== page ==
Filha de Santo (Saint-Daughters)
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Last update: 06/01/2017
Candomblé is one of the Afro-Brazilian religions practiced in Brazil. It arrived with the West African slave trade, more precisely through enslaved African priests, between 1549 and 1888, who continued to respect their Gods and spread their cultures in this land. Of totemic and familiar origin, the religion has been called ‘animistic’ because it is based on the anima (soul) of nature.
Candomblé (or worship of the Orishas) should not be confused with certain Afro-derived religions, such as Haitian voodoo, Cuban santeria and obeah, that have been worshiped independently and are unknown in this country. Although confined to the slave population, repressed by the Portuguese colonisers, banned by the Catholic Church (the religion of the Portuguese) and criminalised by Governments (which considered it as a kind of sorcery), Candomblé not only resisted but has expanded considerably since the end of slavery.
To survive the persecutions, Candomblé adherents began to associate the Orishas with Catholic saints, in a process of religious syncretism. Thus, the Queen of the seas and oceans – Iemanjá – was associated with Our Lady of the Conception; Iansã – Goddess of the winds and storms – to Santa Barbara; Oxalá – the father of all Orishas – to Senhor do Bonfim; and so on.
Some sixteen of the more than two hundred Orishas in West Africa are worshiped in Brazil, such as Oxumaré (the God of the rainbow), Exu (the messenger between men and Gods); Iroco (the God of the poor); Logunedé (the God of the navigators); Nanã (the Goddess of fertility); Obá (the Goddess of the rivers); Ogum (the God of war); Omolu (the God of sickness and healing); Ossaim (the God of leaves and medicinal herbs); Oxalá (the God of creation); Oxóssi (the God of hunting); Oxum (the Goddess of sweet waters and wealth); and Xangó (the God of fire, of thunder and justice). In turn, each Orisha has a very rich history, which encompasses their tastes, temperament, colours, food, songs, prayers, taboos and connection with nature.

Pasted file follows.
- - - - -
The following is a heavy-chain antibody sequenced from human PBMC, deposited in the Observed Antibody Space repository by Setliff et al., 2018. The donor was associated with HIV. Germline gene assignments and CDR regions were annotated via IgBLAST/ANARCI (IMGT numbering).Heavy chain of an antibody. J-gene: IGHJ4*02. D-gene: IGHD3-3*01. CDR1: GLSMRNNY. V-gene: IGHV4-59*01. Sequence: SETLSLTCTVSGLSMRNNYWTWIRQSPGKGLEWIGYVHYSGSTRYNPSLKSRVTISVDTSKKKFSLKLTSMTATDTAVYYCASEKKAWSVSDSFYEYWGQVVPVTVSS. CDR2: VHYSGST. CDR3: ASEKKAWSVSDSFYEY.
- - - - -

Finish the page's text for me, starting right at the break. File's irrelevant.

Presently, Candomblé has followers from all walks of life. About three million people (1.5% of the country’s total population) have declared it to be their religion. As for the temples, in the city of Salvador alone there are two thousand two hundred and thirty terreiros [yards] registered in the Bahia Federation of Afro-Brazilian Cults (FENATRAB). According to this Federation, the number of faithful must be much higher than the data collected, since a significant portion of the population that frequents the terreiros still prefers to declare themselves Catholic, in view of discrimination.
In Candomblé, the Filha de Santo [Saint-Daughter] represents a true priest serving as an instrument, body, horse or medium for the Orisha who is incorporated into her at certain times of worship. In these moments, she has the same gestures, voice, dances and songs that the Saint. These choices generally take place within the cults themselves, and during the revelation of the Orishas, the future Saint-Daughter is overcome by spasms and jolts.
In order to take on such a role, however, she needs to take a course at the terreiro in order to learn the rituals, ceremonies, the preparation of special delicacies, the songs, the dances and making her Saint’s costume. The initiation of the Saint-Daughter is rather slow, requiring extreme dedication. In this sense, as long as she has life, she will belong to her Orisha, will work for them, and with the income from her work, will help to maintain the Candomblé where she was ‘made’.
There are several levels of Saint-Daughters (Cascudo, 1998). The Abiã, for example, fulfils only certain partial rites. The official novice – who has little initiation time and has only undergone some ceremonies – is called Yauô. The servant of the Saint-Daughter is called Ékédi. Since she has no powers to incorporate the Saints, she is employed in some subaltern functions, dedicating herself to taking care of the clothes and adornments of the Saint-Daughter.